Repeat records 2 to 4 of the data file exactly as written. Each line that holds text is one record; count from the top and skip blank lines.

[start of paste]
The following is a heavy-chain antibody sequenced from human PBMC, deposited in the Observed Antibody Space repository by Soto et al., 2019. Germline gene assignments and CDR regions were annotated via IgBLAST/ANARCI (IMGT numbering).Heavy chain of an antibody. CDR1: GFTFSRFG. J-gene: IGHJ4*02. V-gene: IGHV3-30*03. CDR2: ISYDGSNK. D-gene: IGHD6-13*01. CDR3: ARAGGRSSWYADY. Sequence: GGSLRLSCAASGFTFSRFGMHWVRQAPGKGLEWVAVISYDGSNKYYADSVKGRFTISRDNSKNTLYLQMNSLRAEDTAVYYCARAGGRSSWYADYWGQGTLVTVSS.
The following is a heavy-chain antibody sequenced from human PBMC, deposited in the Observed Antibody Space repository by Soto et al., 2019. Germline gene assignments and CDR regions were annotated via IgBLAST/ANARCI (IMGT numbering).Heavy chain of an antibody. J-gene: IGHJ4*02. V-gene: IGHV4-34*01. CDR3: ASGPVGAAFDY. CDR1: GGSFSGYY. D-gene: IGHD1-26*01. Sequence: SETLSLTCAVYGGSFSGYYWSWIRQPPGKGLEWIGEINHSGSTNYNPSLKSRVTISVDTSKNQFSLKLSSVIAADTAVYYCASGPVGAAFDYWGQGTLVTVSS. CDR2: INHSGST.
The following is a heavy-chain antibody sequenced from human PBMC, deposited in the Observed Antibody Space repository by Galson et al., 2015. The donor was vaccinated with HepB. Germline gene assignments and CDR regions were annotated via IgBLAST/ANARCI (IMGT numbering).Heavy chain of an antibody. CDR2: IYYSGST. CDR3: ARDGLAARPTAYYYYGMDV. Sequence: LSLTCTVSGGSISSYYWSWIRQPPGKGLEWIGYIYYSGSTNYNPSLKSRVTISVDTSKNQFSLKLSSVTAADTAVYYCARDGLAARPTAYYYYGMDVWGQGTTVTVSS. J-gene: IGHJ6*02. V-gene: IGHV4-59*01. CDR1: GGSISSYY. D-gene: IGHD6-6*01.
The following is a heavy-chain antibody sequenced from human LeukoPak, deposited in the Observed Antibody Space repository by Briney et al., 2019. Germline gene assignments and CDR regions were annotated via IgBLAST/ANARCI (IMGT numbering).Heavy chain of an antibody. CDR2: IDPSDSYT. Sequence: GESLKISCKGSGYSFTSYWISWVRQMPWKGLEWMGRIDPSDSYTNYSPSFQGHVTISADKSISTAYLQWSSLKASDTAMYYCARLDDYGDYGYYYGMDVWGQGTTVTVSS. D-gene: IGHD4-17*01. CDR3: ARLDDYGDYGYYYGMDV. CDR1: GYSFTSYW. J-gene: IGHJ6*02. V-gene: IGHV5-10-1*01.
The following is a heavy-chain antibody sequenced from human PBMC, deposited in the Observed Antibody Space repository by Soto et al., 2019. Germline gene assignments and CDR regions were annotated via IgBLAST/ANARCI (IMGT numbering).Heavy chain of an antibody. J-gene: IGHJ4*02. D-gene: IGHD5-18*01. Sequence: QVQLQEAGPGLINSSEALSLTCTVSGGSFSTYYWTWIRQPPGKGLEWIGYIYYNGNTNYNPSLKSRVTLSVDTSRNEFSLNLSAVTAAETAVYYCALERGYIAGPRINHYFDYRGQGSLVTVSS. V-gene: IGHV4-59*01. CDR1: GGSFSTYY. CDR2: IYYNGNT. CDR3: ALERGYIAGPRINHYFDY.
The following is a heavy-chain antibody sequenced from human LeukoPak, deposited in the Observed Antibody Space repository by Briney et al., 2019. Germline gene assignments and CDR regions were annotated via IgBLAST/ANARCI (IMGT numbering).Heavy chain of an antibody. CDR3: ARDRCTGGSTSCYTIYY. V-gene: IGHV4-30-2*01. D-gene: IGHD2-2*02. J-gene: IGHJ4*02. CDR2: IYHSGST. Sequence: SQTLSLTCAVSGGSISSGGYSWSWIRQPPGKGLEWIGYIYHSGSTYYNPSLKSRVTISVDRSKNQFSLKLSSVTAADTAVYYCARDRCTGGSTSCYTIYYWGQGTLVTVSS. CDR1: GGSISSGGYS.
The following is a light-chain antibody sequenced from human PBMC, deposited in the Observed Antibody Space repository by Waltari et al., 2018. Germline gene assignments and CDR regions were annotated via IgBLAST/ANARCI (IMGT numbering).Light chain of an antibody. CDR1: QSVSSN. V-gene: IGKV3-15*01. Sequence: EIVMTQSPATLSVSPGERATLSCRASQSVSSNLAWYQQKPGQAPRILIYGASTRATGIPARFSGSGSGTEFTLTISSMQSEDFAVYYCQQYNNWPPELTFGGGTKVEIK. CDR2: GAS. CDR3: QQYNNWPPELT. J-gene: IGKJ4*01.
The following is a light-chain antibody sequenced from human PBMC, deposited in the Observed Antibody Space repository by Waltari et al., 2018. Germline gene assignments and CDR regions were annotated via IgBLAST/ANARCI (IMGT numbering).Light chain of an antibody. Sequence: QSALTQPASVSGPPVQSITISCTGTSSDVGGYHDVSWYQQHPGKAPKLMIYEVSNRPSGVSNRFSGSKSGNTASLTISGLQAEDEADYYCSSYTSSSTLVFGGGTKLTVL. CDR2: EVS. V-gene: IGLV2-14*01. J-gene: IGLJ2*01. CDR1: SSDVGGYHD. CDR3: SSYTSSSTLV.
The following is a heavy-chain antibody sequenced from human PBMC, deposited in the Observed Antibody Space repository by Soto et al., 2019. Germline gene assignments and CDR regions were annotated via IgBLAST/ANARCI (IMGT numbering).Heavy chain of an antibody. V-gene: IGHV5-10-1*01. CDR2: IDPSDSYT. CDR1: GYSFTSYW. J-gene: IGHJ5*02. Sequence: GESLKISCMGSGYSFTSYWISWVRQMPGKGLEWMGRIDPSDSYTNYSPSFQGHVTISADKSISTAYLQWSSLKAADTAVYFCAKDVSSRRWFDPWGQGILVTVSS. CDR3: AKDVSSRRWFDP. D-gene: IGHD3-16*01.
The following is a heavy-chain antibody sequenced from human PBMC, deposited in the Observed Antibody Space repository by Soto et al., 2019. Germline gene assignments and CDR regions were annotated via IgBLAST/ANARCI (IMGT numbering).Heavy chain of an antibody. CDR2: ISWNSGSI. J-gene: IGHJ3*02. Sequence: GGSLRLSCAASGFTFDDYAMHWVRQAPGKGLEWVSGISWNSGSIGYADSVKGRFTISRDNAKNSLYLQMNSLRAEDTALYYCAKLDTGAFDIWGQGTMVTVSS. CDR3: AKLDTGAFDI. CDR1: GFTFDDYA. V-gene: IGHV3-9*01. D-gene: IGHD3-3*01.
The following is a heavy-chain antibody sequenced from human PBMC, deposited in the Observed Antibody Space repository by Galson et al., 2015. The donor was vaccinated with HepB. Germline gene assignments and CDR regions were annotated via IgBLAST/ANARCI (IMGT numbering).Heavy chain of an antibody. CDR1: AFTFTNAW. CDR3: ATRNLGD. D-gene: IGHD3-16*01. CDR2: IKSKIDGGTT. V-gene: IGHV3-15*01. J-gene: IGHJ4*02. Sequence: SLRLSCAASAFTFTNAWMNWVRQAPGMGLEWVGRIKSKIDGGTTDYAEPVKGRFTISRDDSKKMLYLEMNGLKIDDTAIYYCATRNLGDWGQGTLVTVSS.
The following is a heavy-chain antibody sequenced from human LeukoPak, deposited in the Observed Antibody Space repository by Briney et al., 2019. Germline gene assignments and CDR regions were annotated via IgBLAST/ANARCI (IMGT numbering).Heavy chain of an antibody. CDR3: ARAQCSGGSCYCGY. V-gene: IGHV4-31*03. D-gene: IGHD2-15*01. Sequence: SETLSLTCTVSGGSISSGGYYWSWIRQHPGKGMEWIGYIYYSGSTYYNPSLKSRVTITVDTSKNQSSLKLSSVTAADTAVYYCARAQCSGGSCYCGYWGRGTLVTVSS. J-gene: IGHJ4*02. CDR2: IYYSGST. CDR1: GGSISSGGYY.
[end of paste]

The following is a heavy-chain antibody sequenced from human PBMC, deposited in the Observed Antibody Space repository by Soto et al., 2019. Germline gene assignments and CDR regions were annotated via IgBLAST/ANARCI (IMGT numbering).Heavy chain of an antibody. J-gene: IGHJ4*02. V-gene: IGHV4-34*01. CDR3: ASGPVGAAFDY. CDR1: GGSFSGYY. D-gene: IGHD1-26*01. Sequence: SETLSLTCAVYGGSFSGYYWSWIRQPPGKGLEWIGEINHSGSTNYNPSLKSRVTISVDTSKNQFSLKLSSVIAADTAVYYCASGPVGAAFDYWGQGTLVTVSS. CDR2: INHSGST.
The following is a heavy-chain antibody sequenced from human PBMC, deposited in the Observed Antibody Space repository by Galson et al., 2015. The donor was vaccinated with HepB. Germline gene assignments and CDR regions were annotated via IgBLAST/ANARCI (IMGT numbering).Heavy chain of an antibody. CDR2: IYYSGST. CDR3: ARDGLAARPTAYYYYGMDV. Sequence: LSLTCTVSGGSISSYYWSWIRQPPGKGLEWIGYIYYSGSTNYNPSLKSRVTISVDTSKNQFSLKLSSVTAADTAVYYCARDGLAARPTAYYYYGMDVWGQGTTVTVSS. J-gene: IGHJ6*02. V-gene: IGHV4-59*01. CDR1: GGSISSYY. D-gene: IGHD6-6*01.
The following is a heavy-chain antibody sequenced from human LeukoPak, deposited in the Observed Antibody Space repository by Briney et al., 2019. Germline gene assignments and CDR regions were annotated via IgBLAST/ANARCI (IMGT numbering).Heavy chain of an antibody. CDR2: IDPSDSYT. Sequence: GESLKISCKGSGYSFTSYWISWVRQMPWKGLEWMGRIDPSDSYTNYSPSFQGHVTISADKSISTAYLQWSSLKASDTAMYYCARLDDYGDYGYYYGMDVWGQGTTVTVSS. D-gene: IGHD4-17*01. CDR3: ARLDDYGDYGYYYGMDV. CDR1: GYSFTSYW. J-gene: IGHJ6*02. V-gene: IGHV5-10-1*01.